2dc817: House-Studio, Bangalore:

The proposed building was to provide living accommodation for a family of three, along with studio workspaces, on a typical urban plot measuring 60x40 feet.

> Continue reading "2dc817: House-Studio, Bangalore" (695 Words)

Humane Arch., Sustainable Environment: ... it would be appropriate to project some of the future missions of architecture. Architecture as noble profession has a great future in the service of humanity. It is an on going quest for creation of humane values that gives meaning to our life. Its mission is to generate a quality of built environment that ensures, peace, balance and harmony among the people, leading to enrichment of what Amos Rappoport describes as “ the cultural landscape” which is a reflection of enlightenment of the human mindscape. In the process it shall achieve a synthesis of human architecture with the architecture of the cosmos. It shall then attain a level of spirituality and a higher sense of spiritual order. It shall also feel liberated by transcending the constraints of space, place and time, in the process becoming universal and timeless and perpetually sustainable, therefore the most appropriate. We need to experiment and innovate alternative visions of the future. The future is now! We should endeavour to co-ordinate activities at community, academic and professional institutions at local, national, regional and global levels, to evolve a world-wide movement for a humane architecture – an appropriate architecture for the humanity! The quest for humane architecture is on-going and eternal.
> Continue reading "Humane Arch., Sustainable Environment" (3702 Words)

Arch.Edu for Social Transformation: The reality of a multi-religious and multi-lingual society in transition presents a challenge for educators. There are very few institutions that aim at more effective participation in the process of change. Most of them are satisfied with pattern maintenance rather than change. A mentality of the frog in the well still persists among many educators, who refuse to acknowledge the need for social transformation. Such institutions stagnate and creative activities are hampered. On the other hand, there are elitist tendencies among some institutions, which limit their interactions. Such an approach leads to isolated camp mentality, which deprives student’s active social interaction and results in their distorted and retarded growth.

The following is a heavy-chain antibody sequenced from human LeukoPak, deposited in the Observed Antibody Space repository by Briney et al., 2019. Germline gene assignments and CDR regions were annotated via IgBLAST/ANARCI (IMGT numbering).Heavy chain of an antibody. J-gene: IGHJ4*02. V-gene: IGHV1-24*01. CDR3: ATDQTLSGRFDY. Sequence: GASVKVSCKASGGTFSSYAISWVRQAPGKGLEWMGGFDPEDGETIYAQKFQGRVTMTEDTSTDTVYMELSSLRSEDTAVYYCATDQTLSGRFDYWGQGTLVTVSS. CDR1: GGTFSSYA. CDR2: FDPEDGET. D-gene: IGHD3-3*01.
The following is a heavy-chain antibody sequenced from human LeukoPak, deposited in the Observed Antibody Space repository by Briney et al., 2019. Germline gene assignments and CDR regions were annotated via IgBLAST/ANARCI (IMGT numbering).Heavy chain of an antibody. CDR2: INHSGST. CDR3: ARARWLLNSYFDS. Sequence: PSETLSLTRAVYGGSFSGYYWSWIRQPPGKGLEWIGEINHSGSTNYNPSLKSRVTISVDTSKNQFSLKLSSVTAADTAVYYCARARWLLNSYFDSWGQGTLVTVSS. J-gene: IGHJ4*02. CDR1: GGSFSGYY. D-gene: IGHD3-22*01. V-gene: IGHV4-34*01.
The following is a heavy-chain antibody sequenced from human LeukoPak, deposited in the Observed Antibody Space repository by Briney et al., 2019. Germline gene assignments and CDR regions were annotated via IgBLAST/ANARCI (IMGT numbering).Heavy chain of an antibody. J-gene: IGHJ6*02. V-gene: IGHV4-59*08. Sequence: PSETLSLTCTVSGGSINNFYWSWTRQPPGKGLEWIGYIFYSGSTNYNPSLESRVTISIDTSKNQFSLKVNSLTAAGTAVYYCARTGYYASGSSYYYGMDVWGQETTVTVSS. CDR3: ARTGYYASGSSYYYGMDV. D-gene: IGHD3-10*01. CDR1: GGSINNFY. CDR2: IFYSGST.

> Continue reading "Arch.Edu for Social Transformation" (5207 Words)

Humanise Arch.Edu for 21st cent.: Rizvi Education Society with its motto “humanise, equalize and spritualise” is engaged actively with these issues and activities under the able guidance of its President Dr. Akhtar Hasan Rizvi. The academic programmes and related activities of the Rizvi College of Architecture are an ongoing experiment towards these goals and objectives, where faculty and students are creatively engaged with the issues, which is able supported by an active national and international collaboration.
> Continue reading "Humanise Arch.Edu for 21st cent." (2432 Words)

Report: Status and Future of Arch.Edu.: Report from National Workshops on the Status and Future of Architectural Education in India held during late 1998 and early 1999. The changes in the existing scenario due to a large number of self-financing institutions of Architectural Education were prominently highlighted at these venues. Among other issues, new thrust areas in academics, intake and quality of entrants and their teachers, physical infrastructure and financing of private institutions were discussed through technical papers presented by teachers, practicing architects, academicians and managers of private colleges...
> Continue reading "Report: Status and Future of Arch.Edu." (7582 Words)

Services: GATS @ WTO (Document Archive): There is a general apprehension in the profession that foreign architects can walk into our country and effortlessly register with CoA, because the Act recognises several foreign degrees and has a reasonable process to validate others. But an Indian architect does not have reciprocal facilities in foreign countries. The CoA has done considerable amount of home-work on this subject, and has developed ideas to modify the Architect Act, 1972. The present crisis (az:pub:Crisis:Coa v|s AICTE) notwithstanding, the CoA needs to pursue this course because it has been argued that this easy access to foreign architects can become a Trojan Horse - not only in business terms, but with respect to the culture of architecture. The Indian Institute of Architects, being a professional guild, on the other hand fears the increasing competition in the services marketplace...
> Continue reading
"Services: GATS @ WTO (Document Archive)" (176 Words)